|Publication number||US5515029 A|
|Application number||US 08/175,323|
|Publication date||May 7, 1996|
|Filing date||Dec 29, 1993|
|Priority date||Dec 1, 1993|
|Publication number||08175323, 175323, US 5515029 A, US 5515029A, US-A-5515029, US5515029 A, US5515029A|
|Inventors||Boris Zhevelev, Mark Moldavsky, Nahum Tchernihovsky|
|Original Assignee||Visonic Ltd.|
|Export Citation||BiBTeX, EndNote, RefMan|
|Patent Citations (9), Referenced by (19), Classifications (6), Legal Events (5)|
|External Links: USPTO, USPTO Assignment, Espacenet|
This invention relates to the field of intrusion detectors and more specifically to the field of glass breakage detectors based on the sound of breaking glass.
A wide array of intrusion detectors are known in the art. Some of these detect the presence of an intruder in a particular area and others detect intrusions into the area, or attempts to break into the area. One type of intrusion detector for determining break-in is a glass breakage detector.
One type of glass breakage detector analyzes sounds picked up by a microphone to determine if they are produced by breaking glass. A foolproof determination of glass breakage by acoustic means is extremely complicated since many factors must be taken into account in order to avoid both false positives, where the alarm sounds when there is no break-in, and false negatives in which true glass breakage is not detected by the system.
U.S. Pat. No. 3,863,250 to McClusky, Jr. describes a glass breakage detector which is directly mounted on a sheet of glass whose breakage is to be detected. The detector comprises a sensor mounted on layers of material which attenuate acoustic frequencies which are not characteristic of the shock of breaking glass.
U.S. Pat. No. 4,134,109 to McCormick et al. comprises a signal analysis circuit which utilizes a sound having an intensity above a given threshold level to start the detection process. The system waits a predetermined interval and then determines if the integrated signal at a majority of a plurality of frequencies characteristic of falling glass is above a threshold during a pre-set time window starting after the interval. If the threshold condition is met and the sound at these frequencies ceases by a pre-set time, an alarm is sounded.
U.S. Pat. No. 4,668,941 to Davenport et al. describes a glass breakage detection system that utilizes the frequency components of the thump of glass breakage at about 350 Hz and the tinkle of breaking glass caused by collision of glass fragments at about 6.5 kHz. A very low frequency signal triggers a time delay of about 200 milliseconds and establishes a time window which closes at 800 milliseconds or one second. An alarm is sounded if there is a high frequency signal greater than a threshold value during the time window. In order to avoid false alarms such as may be caused by tapping on the window, a particular frequency to voltage convertor is used to exclude all frequencies below 4.5 kHz.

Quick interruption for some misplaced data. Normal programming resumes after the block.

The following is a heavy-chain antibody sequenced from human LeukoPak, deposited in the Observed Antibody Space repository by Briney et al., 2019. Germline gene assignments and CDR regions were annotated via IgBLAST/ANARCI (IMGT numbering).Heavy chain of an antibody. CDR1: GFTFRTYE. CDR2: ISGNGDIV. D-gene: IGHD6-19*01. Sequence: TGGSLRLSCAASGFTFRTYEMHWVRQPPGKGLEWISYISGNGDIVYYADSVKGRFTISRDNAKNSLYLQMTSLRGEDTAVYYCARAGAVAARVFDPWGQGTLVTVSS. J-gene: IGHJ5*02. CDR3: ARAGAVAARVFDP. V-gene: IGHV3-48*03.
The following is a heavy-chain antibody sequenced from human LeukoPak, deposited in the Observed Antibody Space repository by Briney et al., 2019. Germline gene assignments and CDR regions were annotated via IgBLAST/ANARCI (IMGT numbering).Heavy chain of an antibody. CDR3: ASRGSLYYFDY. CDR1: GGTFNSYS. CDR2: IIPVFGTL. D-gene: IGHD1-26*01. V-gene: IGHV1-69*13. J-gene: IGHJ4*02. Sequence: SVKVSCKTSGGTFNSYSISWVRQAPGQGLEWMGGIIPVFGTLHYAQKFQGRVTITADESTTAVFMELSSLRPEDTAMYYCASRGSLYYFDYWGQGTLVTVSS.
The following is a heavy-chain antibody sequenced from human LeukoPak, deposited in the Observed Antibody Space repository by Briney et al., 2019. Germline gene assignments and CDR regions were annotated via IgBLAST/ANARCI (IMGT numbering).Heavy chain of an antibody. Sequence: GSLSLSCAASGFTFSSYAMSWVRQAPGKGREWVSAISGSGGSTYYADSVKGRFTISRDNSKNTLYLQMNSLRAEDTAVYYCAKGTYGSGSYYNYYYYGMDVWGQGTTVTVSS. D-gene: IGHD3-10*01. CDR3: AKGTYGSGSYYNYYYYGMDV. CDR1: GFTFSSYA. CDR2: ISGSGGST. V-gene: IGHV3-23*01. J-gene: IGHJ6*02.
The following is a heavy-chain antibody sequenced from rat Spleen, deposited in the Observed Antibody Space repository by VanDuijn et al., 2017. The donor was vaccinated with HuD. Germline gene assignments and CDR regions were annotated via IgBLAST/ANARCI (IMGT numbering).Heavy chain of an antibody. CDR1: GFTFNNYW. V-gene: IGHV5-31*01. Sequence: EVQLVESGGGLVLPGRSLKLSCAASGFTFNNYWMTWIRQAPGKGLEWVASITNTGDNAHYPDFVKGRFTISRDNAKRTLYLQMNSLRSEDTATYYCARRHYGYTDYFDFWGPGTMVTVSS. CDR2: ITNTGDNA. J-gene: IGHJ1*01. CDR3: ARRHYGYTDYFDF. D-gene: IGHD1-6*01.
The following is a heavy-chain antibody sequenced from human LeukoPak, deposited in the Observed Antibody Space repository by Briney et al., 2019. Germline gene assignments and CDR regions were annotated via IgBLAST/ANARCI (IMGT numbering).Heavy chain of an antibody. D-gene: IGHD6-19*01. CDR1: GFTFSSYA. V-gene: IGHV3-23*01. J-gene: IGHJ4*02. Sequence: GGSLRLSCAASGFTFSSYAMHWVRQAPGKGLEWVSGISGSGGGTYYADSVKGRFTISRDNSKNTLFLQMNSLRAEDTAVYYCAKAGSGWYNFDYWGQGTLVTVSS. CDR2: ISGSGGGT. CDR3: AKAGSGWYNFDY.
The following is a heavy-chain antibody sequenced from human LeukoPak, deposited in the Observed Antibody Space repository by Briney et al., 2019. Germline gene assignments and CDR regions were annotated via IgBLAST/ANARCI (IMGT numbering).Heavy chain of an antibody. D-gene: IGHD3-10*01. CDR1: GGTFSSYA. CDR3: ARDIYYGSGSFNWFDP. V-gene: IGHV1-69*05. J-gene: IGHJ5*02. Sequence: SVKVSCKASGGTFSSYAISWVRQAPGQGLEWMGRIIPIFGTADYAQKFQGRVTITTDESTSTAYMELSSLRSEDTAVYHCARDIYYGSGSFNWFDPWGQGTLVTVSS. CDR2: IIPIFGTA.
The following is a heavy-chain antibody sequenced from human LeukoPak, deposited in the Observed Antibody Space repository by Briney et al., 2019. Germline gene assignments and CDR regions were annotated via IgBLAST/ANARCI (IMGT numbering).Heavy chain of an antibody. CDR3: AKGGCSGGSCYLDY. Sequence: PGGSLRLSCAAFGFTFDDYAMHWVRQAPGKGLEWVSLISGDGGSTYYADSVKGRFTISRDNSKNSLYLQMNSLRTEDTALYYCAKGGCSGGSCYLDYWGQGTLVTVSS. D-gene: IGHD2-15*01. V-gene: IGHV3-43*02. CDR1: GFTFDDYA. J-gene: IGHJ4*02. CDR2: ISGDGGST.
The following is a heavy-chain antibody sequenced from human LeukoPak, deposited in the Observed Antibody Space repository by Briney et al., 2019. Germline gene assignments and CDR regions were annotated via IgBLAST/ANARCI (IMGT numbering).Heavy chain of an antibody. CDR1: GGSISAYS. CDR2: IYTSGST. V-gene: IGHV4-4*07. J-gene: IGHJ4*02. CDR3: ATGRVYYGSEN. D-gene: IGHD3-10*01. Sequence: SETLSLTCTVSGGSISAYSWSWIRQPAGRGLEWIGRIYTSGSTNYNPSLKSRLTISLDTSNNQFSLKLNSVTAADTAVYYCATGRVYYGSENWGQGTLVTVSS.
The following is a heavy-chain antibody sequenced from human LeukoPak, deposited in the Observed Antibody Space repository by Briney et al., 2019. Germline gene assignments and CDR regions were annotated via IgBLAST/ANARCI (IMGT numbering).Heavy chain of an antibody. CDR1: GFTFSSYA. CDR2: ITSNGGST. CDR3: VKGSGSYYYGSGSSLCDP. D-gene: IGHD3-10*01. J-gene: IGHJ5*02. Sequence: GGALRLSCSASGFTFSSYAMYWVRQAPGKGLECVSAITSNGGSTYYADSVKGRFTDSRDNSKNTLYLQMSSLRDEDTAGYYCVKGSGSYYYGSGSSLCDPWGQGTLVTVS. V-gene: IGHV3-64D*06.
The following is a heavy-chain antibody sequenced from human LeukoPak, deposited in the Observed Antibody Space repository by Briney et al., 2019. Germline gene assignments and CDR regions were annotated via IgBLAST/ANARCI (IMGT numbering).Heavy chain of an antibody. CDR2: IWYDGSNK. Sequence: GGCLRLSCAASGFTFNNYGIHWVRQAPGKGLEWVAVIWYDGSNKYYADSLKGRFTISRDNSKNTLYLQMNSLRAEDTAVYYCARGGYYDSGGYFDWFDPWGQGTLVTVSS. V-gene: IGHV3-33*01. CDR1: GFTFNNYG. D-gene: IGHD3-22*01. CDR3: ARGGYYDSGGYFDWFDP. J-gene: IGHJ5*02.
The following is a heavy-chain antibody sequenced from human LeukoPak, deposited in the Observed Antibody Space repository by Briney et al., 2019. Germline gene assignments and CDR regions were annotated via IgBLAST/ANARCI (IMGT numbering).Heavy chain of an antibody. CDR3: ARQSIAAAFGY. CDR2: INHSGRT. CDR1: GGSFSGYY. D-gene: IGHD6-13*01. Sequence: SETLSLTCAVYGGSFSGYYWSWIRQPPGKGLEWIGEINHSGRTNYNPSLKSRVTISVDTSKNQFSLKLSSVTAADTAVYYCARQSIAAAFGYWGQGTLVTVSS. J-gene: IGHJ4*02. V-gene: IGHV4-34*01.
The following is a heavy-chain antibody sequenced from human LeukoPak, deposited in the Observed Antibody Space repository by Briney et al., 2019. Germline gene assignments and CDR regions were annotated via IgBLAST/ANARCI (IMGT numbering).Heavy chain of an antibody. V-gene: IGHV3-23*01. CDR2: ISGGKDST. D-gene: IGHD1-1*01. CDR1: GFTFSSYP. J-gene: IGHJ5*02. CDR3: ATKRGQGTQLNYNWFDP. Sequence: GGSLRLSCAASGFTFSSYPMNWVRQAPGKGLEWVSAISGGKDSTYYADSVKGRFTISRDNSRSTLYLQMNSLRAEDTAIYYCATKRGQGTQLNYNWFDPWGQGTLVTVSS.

U.S. Pat. No. 4,837,558 to Abel et al. describes a tuned unidirectional glass breakage detector responsive to sounds in the 4 to 8 kHz range.
U.S. Pat. No. 4,853,677 to Yarbrough et al. describes a glass breakage detector which detects sounds at 3kHz to 4kHz to determine if there has been glass breakage. The detector also includes a door or window opening detector which detects pressure changes at 1-2 Hz. The sensitivity of the glass breakage detector is increased in the presence of low frequency signals since the combination is said by the patent to indicate a break-in wherein steps have been taken to minimize breaking glass sounds.
None of the above prior art devices is sufficiently effective in determining glass breakage for certain types of glass such as safety or laminated glass. Furthermore, the analysis of sounds provided by these devices is not capable of determining glass breakage for a variety of glass types while also having a low false alarm rate.
The present invention seeks to provide a glass breakage detector having a low false alarm rate and a high sensitivity to true glass breakage events.
In general, the glass breakage detector of the invention receives signals during four time periods and utilizes certain characteristics of the acoustic energy (sound) in these time periods to determine if an event represents breaking glass.
During a first time period the detector determines if a sound pattern may be caused by a glass breakage event and should be further analyzed. This determination is sometimes referred to herein as the "start" condition.